http://forums.evga.com/EVGA-Hadron-Air-Really-loud...

    Lots of posts from actual buyers about the PSU being too loud. And apparently it isn't just the volume that's the issue, the pitch seems to drive people bonkers too.
    Reply
  • Daniel Egger - Monday, August 04, 2014 - link

    > I don't see a major problem with the lack of an optical drive any more.

    For HTPCs having an optical drive is almost a must, otherwise you'll always have an armada of standalone players around.

    Also if you want to play any of the even just slightly older games you will need to a real drive thanks to copy protection schemes, well, that or you'll apply some Chinese/Russion No-CD crack that will with 95% probability infect your system with some sort of nasty malware. I might sound outdated but I still like to play NBA 2K13 for example...
    Reply
  • bernstein - Tuesday, August 05, 2014 - link

    > For HTPCs having an optical drive is almost a must, otherwise you'll always have an armada of standalone players around.

    Only if you are a legacy user that still has/uses dvds/blurays... every movie junkie (e.g. htpc user) i know has long archived his/her collection onto hdds...
    Reply
  • Bob Todd - Monday, August 04, 2014 - link

    Those seem like quite different cases though in almost every aspect. The price gap is obvious, and would be enough for a very nice PSU + case for the Thermaltake. The Hadron is tiny in comparison (the Core is 44% larger), which can either be a pro or con depending on what your priorities are. The design of the Hadron makes it ideally suited to vertical orientation, where it is too tall to be a good HTPC candidate for most.

    Really, the Core seems like Thermaltake's alternative to something like the Cooler Master Elite 130 which shares the exact same MSRP and is very close dimension/volume wise. I like the aesthetics of the Core better, so it will be interesting to see if/when it starts hitting sale prices of $40 or less. The Cooler Master has been my go-to case for cheap HTPC builds, and I still think it's an awesome case for the seemingly-perpetually-on-sale price in the $35 range if you aren't trying to build an overclocking monster.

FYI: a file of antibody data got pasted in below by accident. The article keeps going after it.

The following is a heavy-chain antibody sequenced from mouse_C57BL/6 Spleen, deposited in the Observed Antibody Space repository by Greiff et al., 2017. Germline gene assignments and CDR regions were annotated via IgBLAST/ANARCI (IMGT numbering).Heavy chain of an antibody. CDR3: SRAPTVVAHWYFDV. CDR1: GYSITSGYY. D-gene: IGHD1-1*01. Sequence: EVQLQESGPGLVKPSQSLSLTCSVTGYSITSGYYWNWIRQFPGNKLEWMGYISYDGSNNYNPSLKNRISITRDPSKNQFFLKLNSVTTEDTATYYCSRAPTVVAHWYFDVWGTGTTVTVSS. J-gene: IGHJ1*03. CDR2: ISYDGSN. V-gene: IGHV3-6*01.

Reply
  • Troff - Monday, August 04, 2014 - link

    That is definitely a feature and not a bug. I don't even use optical storage once a year and a USB-attached solution for those special occasions makes all the sense in the world. Reply
  • DanNeely - Monday, August 04, 2014 - link

    "the front was fitted with a 200mm fan with space for another 120mm in the rear."

    ...later down...

    "Thermaltake quote the Core V1 as supporting mounding points for 120mm and 140mm fans on the sides with an additional two 80mm points at the back."

    Looking at the pictures I think the latter is right. There're 2 fan mounts in the rear and they look too small to be 120mm.
    Reply
  • fic2 - Monday, August 04, 2014 - link

    From Newegg specs:
    Cooling System

    80mm Fans
    Rear:
    2 x 80mm

    120mm Fans
    Front:
    1 x 120mm or
    1 x 140mm or
    1 x 200mm
    Reply
  • Daniel Egger - Monday, August 04, 2014 - link

    What's up with the flood of crappy pictures? Is Anandtech out of usable cameras or is this supposed to be a phone camera real life test? Reply
  • Troff - Monday, August 04, 2014 - link

    Someone needs to stick a CPU in one of those, measure the temperature at idle and under load and then get back to me Reply
  • axiommods - Thursday, August 07, 2014 - link

    yes Im wih you on this. Someone is going to have to stick a CPU and RAM with cables and do an unbiased test on it. Im interested in the temps under load.

    As for whoever thinks they need a optical drive. Hahah. this is 2014. With usb boot and UFD with HDD a storage. This is really irrelevant. And an optical drive decrease airflow.
    Reply